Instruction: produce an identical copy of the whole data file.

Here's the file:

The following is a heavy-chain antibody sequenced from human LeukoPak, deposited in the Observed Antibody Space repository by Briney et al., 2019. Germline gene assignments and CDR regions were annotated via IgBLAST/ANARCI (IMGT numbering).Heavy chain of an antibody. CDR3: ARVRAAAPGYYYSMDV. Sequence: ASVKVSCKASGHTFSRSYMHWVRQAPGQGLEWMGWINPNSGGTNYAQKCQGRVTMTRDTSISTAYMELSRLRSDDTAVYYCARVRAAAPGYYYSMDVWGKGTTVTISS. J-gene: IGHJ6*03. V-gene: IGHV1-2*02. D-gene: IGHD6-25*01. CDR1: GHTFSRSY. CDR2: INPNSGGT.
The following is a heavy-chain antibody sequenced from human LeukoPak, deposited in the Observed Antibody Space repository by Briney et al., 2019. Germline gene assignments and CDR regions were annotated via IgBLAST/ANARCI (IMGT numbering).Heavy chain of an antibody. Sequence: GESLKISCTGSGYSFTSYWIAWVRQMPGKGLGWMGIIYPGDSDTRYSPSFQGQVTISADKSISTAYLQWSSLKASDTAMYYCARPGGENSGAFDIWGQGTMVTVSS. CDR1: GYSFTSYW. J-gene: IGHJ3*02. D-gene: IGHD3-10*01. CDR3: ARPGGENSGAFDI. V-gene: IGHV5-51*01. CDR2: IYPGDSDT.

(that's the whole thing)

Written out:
The following is a heavy-chain antibody sequenced from human LeukoPak, deposited in the Observed Antibody Space repository by Briney et al., 2019. Germline gene assignments and CDR regions were annotated via IgBLAST/ANARCI (IMGT numbering).Heavy chain of an antibody. CDR3: ARVRAAAPGYYYSMDV. Sequence: ASVKVSCKASGHTFSRSYMHWVRQAPGQGLEWMGWINPNSGGTNYAQKCQGRVTMTRDTSISTAYMELSRLRSDDTAVYYCARVRAAAPGYYYSMDVWGKGTTVTISS. J-gene: IGHJ6*03. V-gene: IGHV1-2*02. D-gene: IGHD6-25*01. CDR1: GHTFSRSY. CDR2: INPNSGGT.
The following is a heavy-chain antibody sequenced from human LeukoPak, deposited in the Observed Antibody Space repository by Briney et al., 2019. Germline gene assignments and CDR regions were annotated via IgBLAST/ANARCI (IMGT numbering).Heavy chain of an antibody. Sequence: GESLKISCTGSGYSFTSYWIAWVRQMPGKGLGWMGIIYPGDSDTRYSPSFQGQVTISADKSISTAYLQWSSLKASDTAMYYCARPGGENSGAFDIWGQGTMVTVSS. CDR1: GYSFTSYW. J-gene: IGHJ3*02. D-gene: IGHD3-10*01. CDR3: ARPGGENSGAFDI. V-gene: IGHV5-51*01. CDR2: IYPGDSDT.